A rogue elephant named after the late Al-Qaeda leader Osama bin Laden has died in captivity a week after he was captured following a massive hunt in northeastern India.
The male animal – nicknamed ‘Laden’ – was tracked for days by forestry officers and tranquillised last Monday after a deadly rampage killed five villagers in Goalpara last month.
It was moved to Assam’s Orang National Park where officials planned to teach the elephant to patrol wildlife parks and sanctuaries in the state of Assam.
But officials confirmed said ‘Laden’ died early this morning.
Indian forest guards measuring the body of the dead wild elephant known as ‘Laden’, that was captured after killing five villagers during a days long rampage at Orang National Park
The elephant was tracked for days by forestry officers and tranquillised after a deadly rampage killed five villagers
A park ranger, who asked to remain anonymous, said: ‘The animal was behaving as normal. It was, however, kept with its legs tied so that it couldn’t escape.’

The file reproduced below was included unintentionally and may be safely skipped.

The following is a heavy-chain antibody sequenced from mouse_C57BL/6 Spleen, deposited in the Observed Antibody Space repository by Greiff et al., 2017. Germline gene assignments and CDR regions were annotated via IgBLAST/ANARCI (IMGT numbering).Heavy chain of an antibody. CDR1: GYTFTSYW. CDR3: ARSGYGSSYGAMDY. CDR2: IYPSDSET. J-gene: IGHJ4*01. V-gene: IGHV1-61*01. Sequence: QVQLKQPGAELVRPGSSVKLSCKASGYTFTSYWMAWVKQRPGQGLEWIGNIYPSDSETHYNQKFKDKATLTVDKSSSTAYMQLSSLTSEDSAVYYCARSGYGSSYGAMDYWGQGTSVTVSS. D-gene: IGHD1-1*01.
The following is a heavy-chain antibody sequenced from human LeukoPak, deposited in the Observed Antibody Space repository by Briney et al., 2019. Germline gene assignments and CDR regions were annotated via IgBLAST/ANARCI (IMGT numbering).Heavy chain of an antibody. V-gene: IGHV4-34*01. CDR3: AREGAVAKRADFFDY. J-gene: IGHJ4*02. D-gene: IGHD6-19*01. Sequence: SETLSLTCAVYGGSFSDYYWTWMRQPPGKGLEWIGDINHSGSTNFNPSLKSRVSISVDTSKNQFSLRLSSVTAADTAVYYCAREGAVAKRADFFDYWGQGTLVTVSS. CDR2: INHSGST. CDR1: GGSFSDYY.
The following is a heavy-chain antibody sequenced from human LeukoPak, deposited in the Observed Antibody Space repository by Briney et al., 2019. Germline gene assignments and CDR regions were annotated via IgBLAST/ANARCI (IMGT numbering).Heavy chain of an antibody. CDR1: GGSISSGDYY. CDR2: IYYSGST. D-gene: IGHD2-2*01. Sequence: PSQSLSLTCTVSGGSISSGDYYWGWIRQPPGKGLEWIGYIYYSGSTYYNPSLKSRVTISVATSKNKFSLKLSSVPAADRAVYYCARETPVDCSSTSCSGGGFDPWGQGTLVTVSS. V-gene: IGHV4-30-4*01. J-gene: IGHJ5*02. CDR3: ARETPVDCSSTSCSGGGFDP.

The keeper reported the animal dead at roughly 5am local time today, he said.
The cause of death was unclear, but a senior official said the state government had sent a team of veterinarians to carry out an autopsy.
Before the creature’s death, the forestry department planned to tame it using ‘kraak’ – a controversial training regime used on younger elephants and condemned by wildlife conservationists as torture.
The animal was unsuitable for captivity because it was believed to be about 35 years old, conservationists said.
The elephant lying on the ground after been tranquillised by villagers after it killed five people, in Rongjuli forest division in Western Assam’s Goalpara district last week
The rogue animal killed five people, including three women, during a 24-hour rampage through Goalpara district in October.
Wildlife officials and rangers managed to track the beast through the Rongjuli forest before finally capturing it using drones and domesticated elephants.
Nearly 2,300 people have been killed by elephants in India over the last five years, according to official figures released in June.
But 700 of the creatures have been killed since 2011, officials said, partly as a result of shrinking natural habitats.
They frequently migrate into Goalpara, resulting in high numbers of fatal encounters with humans because of rampant deforestation.
Many have been poisoned or shot by locals, or died on electric fences and railways cutting through migration routes.